Brexit and Donald Trump
If Donald Trump’s campaign slogan is “Make America Great Again,” a majority of Britons can be said to have voted for “Make Britain Great Again.” Those who supported the Leave campaign were people nostalgic for a return to a pre-eminent Great Britain, if not a return to the Empire. Polls indicated that those over 45 years of age and many retirees, white males, and those with only high school diplomas who were in favor of Brexit have similar profiles to Trump supporters.
Trump has also called for the United States to go it alone. Forget NAFTA and other encumbering alliances that drag America away from its destined place to lead. Return to those moments after World War II and the Cold War when the United States was the lone superpower, a modern day version of empire today called a hegemon.
“People want to take their country back; they want to have independence,” he said during a recent trip to Scotland, getting down to his real business of business. “You’re going to have many other cases where people want to take their borders back, they want to take their monetary back, they want to take a lot of things back, they want to be able to have a country again,” he added.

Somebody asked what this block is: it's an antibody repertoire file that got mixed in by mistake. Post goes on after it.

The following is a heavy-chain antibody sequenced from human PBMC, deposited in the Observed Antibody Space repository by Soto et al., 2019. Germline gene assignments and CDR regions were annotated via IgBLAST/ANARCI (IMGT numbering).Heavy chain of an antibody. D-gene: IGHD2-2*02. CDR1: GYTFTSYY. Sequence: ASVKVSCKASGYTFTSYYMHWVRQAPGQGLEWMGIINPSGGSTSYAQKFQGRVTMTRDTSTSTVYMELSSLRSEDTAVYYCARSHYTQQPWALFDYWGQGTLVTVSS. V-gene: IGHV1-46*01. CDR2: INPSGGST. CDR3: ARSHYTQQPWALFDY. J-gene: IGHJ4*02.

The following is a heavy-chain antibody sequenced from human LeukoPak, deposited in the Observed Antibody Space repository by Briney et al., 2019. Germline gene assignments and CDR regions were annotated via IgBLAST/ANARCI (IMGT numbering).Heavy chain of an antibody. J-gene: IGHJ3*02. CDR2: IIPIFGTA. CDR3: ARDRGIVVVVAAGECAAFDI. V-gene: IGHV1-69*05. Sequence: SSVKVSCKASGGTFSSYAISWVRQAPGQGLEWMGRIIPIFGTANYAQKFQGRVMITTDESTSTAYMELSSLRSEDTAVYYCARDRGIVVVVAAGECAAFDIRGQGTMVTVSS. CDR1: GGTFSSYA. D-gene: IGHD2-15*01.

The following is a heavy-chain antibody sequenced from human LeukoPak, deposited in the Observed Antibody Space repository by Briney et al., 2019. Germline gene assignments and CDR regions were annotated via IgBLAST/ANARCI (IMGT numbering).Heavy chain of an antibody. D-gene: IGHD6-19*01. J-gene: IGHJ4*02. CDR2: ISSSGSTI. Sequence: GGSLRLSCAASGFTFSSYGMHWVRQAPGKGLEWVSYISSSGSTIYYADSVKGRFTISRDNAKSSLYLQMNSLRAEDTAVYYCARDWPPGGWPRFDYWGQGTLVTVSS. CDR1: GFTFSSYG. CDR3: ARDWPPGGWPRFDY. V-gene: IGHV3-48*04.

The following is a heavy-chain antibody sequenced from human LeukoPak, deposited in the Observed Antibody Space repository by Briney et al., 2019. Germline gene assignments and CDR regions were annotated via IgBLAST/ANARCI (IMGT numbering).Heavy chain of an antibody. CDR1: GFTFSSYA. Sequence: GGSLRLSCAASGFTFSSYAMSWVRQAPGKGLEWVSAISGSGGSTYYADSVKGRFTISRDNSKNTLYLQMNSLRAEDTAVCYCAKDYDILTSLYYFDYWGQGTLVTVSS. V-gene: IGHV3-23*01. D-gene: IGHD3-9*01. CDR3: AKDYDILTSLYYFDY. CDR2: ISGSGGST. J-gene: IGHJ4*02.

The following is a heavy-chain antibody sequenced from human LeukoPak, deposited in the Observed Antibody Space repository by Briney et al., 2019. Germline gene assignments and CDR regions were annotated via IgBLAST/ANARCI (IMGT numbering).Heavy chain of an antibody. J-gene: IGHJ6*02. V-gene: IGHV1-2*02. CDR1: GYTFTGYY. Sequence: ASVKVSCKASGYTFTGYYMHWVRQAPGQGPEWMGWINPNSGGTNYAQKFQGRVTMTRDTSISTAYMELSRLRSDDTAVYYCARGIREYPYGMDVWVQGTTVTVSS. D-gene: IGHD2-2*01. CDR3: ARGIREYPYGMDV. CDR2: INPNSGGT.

In a world of growing interdependence, there is something tragic about those who want to turn the clocks back to earlier glory. The nostalgia for a politics of place wherein independent countries vied for domination is technologically outdated. Absolute sovereignty is a thing of the past, but emotionally is very much alive. The era of national if not local politics has returned as globalization continues its inevitable march forward.
Was the nationalistic backlash against globalization inevitable? What could have been done differently? At the current European football championships, there is an overwhelming feeling of nationalism, with flags whirling and national anthems ringing from the stands. There is no team from the European Union.
And that’s the point. The European Union, like all supranational organizations, appeals to a rational, multinational logic that leaves out any emotional attachment.
Whereas the EU has successfully united a continent that was ravaged by two world wars, it has been unable to capture a sense of belonging among its 500 million citizens. There is no anthem to sing, there is no soccer team to cheer for.
Emotional politics is not an oxymoron. If you ask people why they vote for this or that, they will undoubtedly respond with a belief in either a certain person or a certain slogan. Rarely are there logical responses backed by concrete facts. The more complex the world becomes, the more simple answers are appealing. In Britain, it was either Leave or Remain; there was no in-between.
The citizens of Great Britain have spoken. The citizens of Scotland and Northern Ireland may also speak about their belonging to the United Kingdom. We have entered an era of secession and very local politics. Brexit and Trump appeal to that emotion. The citizens of the United States will not have a similar vote, but the emotions will be the same on November 8.
Will there be a different result?